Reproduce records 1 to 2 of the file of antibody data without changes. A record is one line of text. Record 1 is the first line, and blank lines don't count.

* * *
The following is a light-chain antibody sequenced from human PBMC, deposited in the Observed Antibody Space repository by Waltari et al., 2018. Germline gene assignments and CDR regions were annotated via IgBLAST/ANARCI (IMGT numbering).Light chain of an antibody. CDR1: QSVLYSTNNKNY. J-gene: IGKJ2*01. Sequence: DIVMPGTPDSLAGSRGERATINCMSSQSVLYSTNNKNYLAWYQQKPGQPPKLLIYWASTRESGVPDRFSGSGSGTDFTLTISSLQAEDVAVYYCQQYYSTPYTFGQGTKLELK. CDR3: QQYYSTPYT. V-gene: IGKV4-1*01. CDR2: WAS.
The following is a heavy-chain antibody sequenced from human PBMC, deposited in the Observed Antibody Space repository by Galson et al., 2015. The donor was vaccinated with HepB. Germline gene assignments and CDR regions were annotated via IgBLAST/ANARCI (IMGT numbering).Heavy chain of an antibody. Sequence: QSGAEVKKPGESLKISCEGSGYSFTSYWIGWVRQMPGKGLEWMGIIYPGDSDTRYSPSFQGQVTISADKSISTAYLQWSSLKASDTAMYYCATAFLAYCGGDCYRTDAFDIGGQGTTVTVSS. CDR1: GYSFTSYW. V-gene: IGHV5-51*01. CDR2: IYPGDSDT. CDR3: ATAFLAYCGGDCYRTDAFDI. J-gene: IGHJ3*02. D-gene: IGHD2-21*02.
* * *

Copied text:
The following is a light-chain antibody sequenced from human PBMC, deposited in the Observed Antibody Space repository by Waltari et al., 2018. Germline gene assignments and CDR regions were annotated via IgBLAST/ANARCI (IMGT numbering).Light chain of an antibody. CDR1: QSVLYSTNNKNY. J-gene: IGKJ2*01. Sequence: DIVMPGTPDSLAGSRGERATINCMSSQSVLYSTNNKNYLAWYQQKPGQPPKLLIYWASTRESGVPDRFSGSGSGTDFTLTISSLQAEDVAVYYCQQYYSTPYTFGQGTKLELK. CDR3: QQYYSTPYT. V-gene: IGKV4-1*01. CDR2: WAS.
The following is a heavy-chain antibody sequenced from human PBMC, deposited in the Observed Antibody Space repository by Galson et al., 2015. The donor was vaccinated with HepB. Germline gene assignments and CDR regions were annotated via IgBLAST/ANARCI (IMGT numbering).Heavy chain of an antibody. Sequence: QSGAEVKKPGESLKISCEGSGYSFTSYWIGWVRQMPGKGLEWMGIIYPGDSDTRYSPSFQGQVTISADKSISTAYLQWSSLKASDTAMYYCATAFLAYCGGDCYRTDAFDIGGQGTTVTVSS. CDR1: GYSFTSYW. V-gene: IGHV5-51*01. CDR2: IYPGDSDT. CDR3: ATAFLAYCGGDCYRTDAFDI. J-gene: IGHJ3*02. D-gene: IGHD2-21*02.